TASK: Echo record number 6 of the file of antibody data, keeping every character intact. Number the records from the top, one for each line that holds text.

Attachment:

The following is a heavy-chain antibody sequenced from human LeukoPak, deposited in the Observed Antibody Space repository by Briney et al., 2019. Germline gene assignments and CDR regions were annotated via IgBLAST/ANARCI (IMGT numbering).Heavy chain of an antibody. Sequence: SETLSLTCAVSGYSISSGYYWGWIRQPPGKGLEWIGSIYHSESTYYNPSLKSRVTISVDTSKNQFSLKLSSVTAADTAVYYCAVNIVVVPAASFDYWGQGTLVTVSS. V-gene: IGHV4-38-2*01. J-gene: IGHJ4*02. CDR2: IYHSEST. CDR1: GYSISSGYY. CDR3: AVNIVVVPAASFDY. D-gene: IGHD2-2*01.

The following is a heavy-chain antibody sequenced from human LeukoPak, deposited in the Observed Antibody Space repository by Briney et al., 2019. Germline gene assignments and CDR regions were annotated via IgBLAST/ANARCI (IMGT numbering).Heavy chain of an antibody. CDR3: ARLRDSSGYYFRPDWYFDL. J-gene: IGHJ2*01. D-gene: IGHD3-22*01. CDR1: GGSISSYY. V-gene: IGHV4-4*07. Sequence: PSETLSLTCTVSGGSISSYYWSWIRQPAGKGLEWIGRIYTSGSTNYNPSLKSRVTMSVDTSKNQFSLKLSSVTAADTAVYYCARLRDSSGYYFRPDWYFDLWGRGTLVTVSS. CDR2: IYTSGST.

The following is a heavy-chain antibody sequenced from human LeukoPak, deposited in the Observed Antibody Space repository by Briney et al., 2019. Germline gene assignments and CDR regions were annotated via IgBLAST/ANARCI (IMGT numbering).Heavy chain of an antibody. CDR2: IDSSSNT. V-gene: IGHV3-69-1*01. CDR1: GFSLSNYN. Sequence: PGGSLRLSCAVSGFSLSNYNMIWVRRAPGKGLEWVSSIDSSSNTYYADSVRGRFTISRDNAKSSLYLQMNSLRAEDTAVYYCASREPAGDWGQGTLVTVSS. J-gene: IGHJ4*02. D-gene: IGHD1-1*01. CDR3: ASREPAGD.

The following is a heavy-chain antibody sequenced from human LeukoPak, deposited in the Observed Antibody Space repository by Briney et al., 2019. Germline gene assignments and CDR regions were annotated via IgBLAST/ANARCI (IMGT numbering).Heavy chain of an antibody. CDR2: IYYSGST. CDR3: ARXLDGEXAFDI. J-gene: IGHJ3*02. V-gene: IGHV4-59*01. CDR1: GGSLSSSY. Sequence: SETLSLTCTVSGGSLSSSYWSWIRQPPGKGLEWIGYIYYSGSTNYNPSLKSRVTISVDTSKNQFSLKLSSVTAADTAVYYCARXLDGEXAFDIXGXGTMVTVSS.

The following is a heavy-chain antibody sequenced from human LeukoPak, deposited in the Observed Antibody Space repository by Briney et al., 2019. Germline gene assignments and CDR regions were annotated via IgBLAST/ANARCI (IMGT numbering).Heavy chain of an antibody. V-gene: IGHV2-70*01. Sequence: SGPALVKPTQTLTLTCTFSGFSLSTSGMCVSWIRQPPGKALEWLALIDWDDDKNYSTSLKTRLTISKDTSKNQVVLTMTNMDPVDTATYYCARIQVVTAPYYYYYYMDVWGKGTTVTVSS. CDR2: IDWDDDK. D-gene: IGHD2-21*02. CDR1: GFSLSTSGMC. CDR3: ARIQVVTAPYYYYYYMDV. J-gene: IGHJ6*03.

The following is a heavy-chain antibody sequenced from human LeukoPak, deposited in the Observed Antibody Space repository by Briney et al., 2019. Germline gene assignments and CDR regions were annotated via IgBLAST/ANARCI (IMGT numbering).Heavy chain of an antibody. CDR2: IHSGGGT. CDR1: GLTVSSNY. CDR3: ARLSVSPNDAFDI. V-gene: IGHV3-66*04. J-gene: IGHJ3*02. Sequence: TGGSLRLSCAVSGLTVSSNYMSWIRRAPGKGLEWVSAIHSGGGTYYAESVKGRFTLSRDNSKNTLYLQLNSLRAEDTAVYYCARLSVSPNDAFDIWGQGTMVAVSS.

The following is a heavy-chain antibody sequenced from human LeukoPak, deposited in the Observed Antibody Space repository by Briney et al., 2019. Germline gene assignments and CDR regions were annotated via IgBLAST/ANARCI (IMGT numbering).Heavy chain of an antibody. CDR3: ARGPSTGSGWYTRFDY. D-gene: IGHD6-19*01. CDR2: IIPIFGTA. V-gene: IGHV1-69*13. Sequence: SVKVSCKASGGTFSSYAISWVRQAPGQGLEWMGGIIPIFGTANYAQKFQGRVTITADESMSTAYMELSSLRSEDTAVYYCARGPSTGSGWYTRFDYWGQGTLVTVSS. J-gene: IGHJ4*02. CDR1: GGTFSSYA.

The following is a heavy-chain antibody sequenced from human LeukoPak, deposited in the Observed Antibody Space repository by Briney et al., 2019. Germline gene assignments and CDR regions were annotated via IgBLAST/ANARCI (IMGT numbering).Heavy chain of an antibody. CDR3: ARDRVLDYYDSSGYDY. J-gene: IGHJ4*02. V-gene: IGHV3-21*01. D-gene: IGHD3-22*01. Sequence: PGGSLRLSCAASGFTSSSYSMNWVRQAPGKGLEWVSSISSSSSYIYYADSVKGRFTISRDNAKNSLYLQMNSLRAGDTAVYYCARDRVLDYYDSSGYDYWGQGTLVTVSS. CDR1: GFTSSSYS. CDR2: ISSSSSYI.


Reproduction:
The following is a heavy-chain antibody sequenced from human LeukoPak, deposited in the Observed Antibody Space repository by Briney et al., 2019. Germline gene assignments and CDR regions were annotated via IgBLAST/ANARCI (IMGT numbering).Heavy chain of an antibody. CDR2: IHSGGGT. CDR1: GLTVSSNY. CDR3: ARLSVSPNDAFDI. V-gene: IGHV3-66*04. J-gene: IGHJ3*02. Sequence: TGGSLRLSCAVSGLTVSSNYMSWIRRAPGKGLEWVSAIHSGGGTYYAESVKGRFTLSRDNSKNTLYLQLNSLRAEDTAVYYCARLSVSPNDAFDIWGQGTMVAVSS.